Brain tumor: types, classification and symptoms
All that strange tissue that is born inside the cavity of the skull is called brain tumor, although these also sometimes appear in the meninges, the nerves and in the skull itself. For obvious reasons, they are one of the main health problems that affect the nervous system, given its potential severity.
In general, brain tumors are more recurrent during childhood , being some more common tumors to see at this stage of development, such as medulloblastomas. There are also those that occur mainly in adulthood, being the meningiomas and schwannoma distinctive of this stage.
Next we will review the main characteristics of this type of diseases, their symptoms and the types of brain tumors that are more frequent.
- Related article: "Types of cancer: definition, risks and how they are classified"
Symptoms of the brain tumor
The symptoms are variable, depend largely on the size of the tumor present, where it is located, and even the speed it presents with respect to its growth.
The constant headache would be the symptom par excellence in this condition. Other detrimental effects would be the following: various cognitive or sensorimotor disorders, increased intracranial pressure that generates vomiting, diplopia (double vision), birth of elipethogenic foci, etc.
Types of brain tumors and classification
Brain tumors can be classified in the following ways:
1. Primary and secondary
The primaries arise within the encephalon or spinal cord, and rarely produce metastasis (extension of the tumor to another part of the body); although it is probable that, as a result of this initial tumor, new ones emerge within the nervous system itself.
The secondary ones are born outside the nervous system and what is known as brain metastasis is produced. That is, it can arise as a result of some breast, lung, gastrointestinal, etc. cancer. It should be noted that this type of tumor is malignant and inoperable.
2. Infiltrants and encapsulations
The infiltrators are distinguished by the fact that there is no limit that establishes where they start and where they end, and in the encapsulations if it is possible to better distinguish what place it occupies.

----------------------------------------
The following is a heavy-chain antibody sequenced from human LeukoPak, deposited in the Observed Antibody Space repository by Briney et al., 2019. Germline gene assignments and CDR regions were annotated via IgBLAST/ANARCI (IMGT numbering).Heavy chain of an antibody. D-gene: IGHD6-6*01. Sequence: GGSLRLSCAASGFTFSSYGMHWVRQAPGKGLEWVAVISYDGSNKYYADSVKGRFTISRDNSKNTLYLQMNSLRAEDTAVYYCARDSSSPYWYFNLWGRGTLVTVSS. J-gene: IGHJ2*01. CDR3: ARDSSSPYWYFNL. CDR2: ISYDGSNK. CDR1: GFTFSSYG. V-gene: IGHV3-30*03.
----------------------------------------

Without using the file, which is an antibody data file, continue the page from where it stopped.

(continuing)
Therefore, the former tend to be more dangerous, since as they extend, they tend to deteriorate the area in which they are located.
3. Benign and evil
There is a scale with various degrees of hierarchy , which lets you know when they belong on one side and when on the other. Those that are grade I are the least harmful (although they are also of considerable danger when they are removed), and those that belong to IV are those with the worst prognosis.
As usual, tumors that belong to category I and II do not metastasize , and the survival of those who suffer them is usually several years; while those that are III and IV if they cause metastasis and survival does not go beyond a few / several months.
Cancer in the nervous system: examples
Here you can see a brief description of several types of tumors that appear in the nervous system.
It is the name given to any tumor that arises from a considerable spread of neuroglias . They are malignant.
It is usually caused by an increase in astrocytes (thus generating astrocytomas); in some cases of oligodendrocytes (producing oligodendrocytomas as an effect) and glioblastomas multiforme, also known as grade IV gliomas.
- Related article: "Glial cells: much more than the glue of neurons"
They are called tumors of non-glial origin that originate in the meninges, mainly in the subarachnoid space or in the dura mater. They are usually benign and have a good prognosis.
In this way they are called malignant tumors that are most commonly born in the cerebellum of children due to the growth of germ cells that access the same or the lower part of the brainstem. It is of poor prognosis.
It is known in this way to the benign tumors that arise following the Schwann cells (whose main function is to produce the myelin that covers the axons in the Peripheral Nervous System). They can exist in both cranial and spinal nerves.
- Antonio, P. P. (2010). Introduction to neuropsychology. Madrid: McGraw-Hill.